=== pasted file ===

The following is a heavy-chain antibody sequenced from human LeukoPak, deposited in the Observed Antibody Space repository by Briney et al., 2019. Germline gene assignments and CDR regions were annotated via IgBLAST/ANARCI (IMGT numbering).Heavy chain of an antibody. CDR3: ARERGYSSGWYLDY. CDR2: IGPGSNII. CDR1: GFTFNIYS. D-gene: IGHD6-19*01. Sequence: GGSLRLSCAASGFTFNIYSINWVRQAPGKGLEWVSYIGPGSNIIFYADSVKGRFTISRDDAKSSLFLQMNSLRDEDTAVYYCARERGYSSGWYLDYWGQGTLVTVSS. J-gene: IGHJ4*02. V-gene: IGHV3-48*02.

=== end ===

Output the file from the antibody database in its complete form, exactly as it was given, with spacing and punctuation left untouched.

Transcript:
The following is a heavy-chain antibody sequenced from human LeukoPak, deposited in the Observed Antibody Space repository by Briney et al., 2019. Germline gene assignments and CDR regions were annotated via IgBLAST/ANARCI (IMGT numbering).Heavy chain of an antibody. CDR3: ARERGYSSGWYLDY. CDR2: IGPGSNII. CDR1: GFTFNIYS. D-gene: IGHD6-19*01. Sequence: GGSLRLSCAASGFTFNIYSINWVRQAPGKGLEWVSYIGPGSNIIFYADSVKGRFTISRDDAKSSLFLQMNSLRDEDTAVYYCARERGYSSGWYLDYWGQGTLVTVSS. J-gene: IGHJ4*02. V-gene: IGHV3-48*02.